Principle 3: Assign Maturity-Based Criteria
The cybersecurity & privacy program must assign maturity targets to define organization-specific “what right looks like” for controls. This establishes attainable criteria for people, processes and technology requirements. Tailored maturity level criteria can be used to plan for, budget for and assess against. Maturity targets should support the organization’s need for operational resiliency.
Principle 4: Publish Policies, Standards & Procedures
Documentation must exist, otherwise an organization’s cybersecurity and data protection practices are unenforceable. Formalizing organization-specific requirements via policies and standards are necessary to operationalize controls. Stakeholders utilize those prescriptive requirements to develop Standardized Operating Procedures (SOP) that enable Individual Contributors (IC) to execute those controls. Policies, standards and procedures provides evidence of due diligence that the organization identified and implemented reasonable steps to address its applicable requirements.
Principle 5: Assign Stakeholder Accountability
Controls must be assigned to stakeholders to ensure accountability (e.g., business units, teams and/or individuals). These “control owners” may assign the task of executing controls to “control operators” at the IC-level. The documented execution of procedures provides evidence of due care that reasonable practices are being performed.
Principle 6: Maintain Situational Awareness
Situational awareness must involve more than merely “monitoring controls” (e.g., metrics). While metrics are a point-in-time snapshot into discrete controls’ performance, the broader view of metrics leads to a longer-term trend analysis. When properly tied in with current risk, threat and vulnerability information, this insight provides “situational awareness” that is necessary for organizational leadership to adjust plans to operate within the organization’s risk threshold.
Principle 7: Manage Risk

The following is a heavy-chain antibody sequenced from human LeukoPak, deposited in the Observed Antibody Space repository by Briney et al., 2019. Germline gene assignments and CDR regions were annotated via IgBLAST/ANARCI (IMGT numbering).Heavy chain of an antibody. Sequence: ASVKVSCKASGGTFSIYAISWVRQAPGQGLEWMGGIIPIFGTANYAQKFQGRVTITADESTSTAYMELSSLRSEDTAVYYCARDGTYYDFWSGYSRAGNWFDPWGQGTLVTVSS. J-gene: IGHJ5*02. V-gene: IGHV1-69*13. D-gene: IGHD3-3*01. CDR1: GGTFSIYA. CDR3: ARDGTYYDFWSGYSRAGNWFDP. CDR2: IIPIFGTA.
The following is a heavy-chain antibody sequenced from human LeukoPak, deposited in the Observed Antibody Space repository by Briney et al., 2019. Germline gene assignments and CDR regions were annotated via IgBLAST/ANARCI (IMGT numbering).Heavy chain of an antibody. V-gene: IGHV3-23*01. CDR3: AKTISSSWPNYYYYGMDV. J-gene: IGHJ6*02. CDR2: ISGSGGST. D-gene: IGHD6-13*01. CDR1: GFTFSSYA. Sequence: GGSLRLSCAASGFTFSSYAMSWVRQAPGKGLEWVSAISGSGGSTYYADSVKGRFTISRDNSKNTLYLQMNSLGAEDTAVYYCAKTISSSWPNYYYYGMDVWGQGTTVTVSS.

Proactive risk management processes must exist across all phases of development/information/system life cycles to address confidentiality, integrity, availability and safety aspects. Risk management must address internal and external factors, including privacy and Supply Chain Risk Management (SCRM) considerations. To manage risk, it requires the organization to clearly define its risk threshold and risk management expectations.
Principle 8: Evolve Processes
Cybersecurity and data protection measures must adapt and evolve to address business operations and the evolving threat landscape. This requires the adoption of a Plan, Do, Check & Act (PDCA) approach (Deming Cycle) to ensure the organization proactively identifies its requirements, implements appropriate protections, maintains situational awareness to detect incidents, operates a viable capability to respond to incidents and can sustain key business operations, if an incident occurs.
Plan-Do-Check-Act (PCDA) Approach To GRC
The ICM takes a comprehensive view towards governing a cybersecurity and privacy program. Without an overarching concept of operations for the broader GRC/IRM function, organizations will often find that their governance, risk, compliance and privacy teams are siloed in how they think and operate. These siloed functions and unclear roles often stem from a lack of a strategic understanding of how these specific functions come together to build a symbiotic working relationship between the individual teams that enables quality control over people, processes and technology. The ICM utilizes a Plan, Do, Check & Act (PCDA) approach that is a logical way to design a governance structure:
- Plan. The overall GRC process beings with planning. This planning will define the policies, standards and controls for the organization. It will also directly influence the tools and services that an organization purchases, since technology purchases should address needs that are defined by policies and standards.
- Do. Arguably, this is the most important section for cybersecurity and privacy practitioners. Controls are the “security glue” that make processes, applications, systems and services secure. Procedures (also referred to as control activities) are the processes how the controls are actually implemented and performed. The Secure Controls Framework (SCF) can be an excellent starting point for a control set if your organization lacks a comprehensive set of cybersecurity and privacy controls.
- Check. In simple terms, this is situational awareness. Situational awareness is only achieved through reporting through metrics and reviewing the results of audits/assessments.
- Act. This is essentially risk management, which is an encompassing area that deals with addressing two main concepts (1) real deficiencies that currently exist and (2) possible threats to the organization.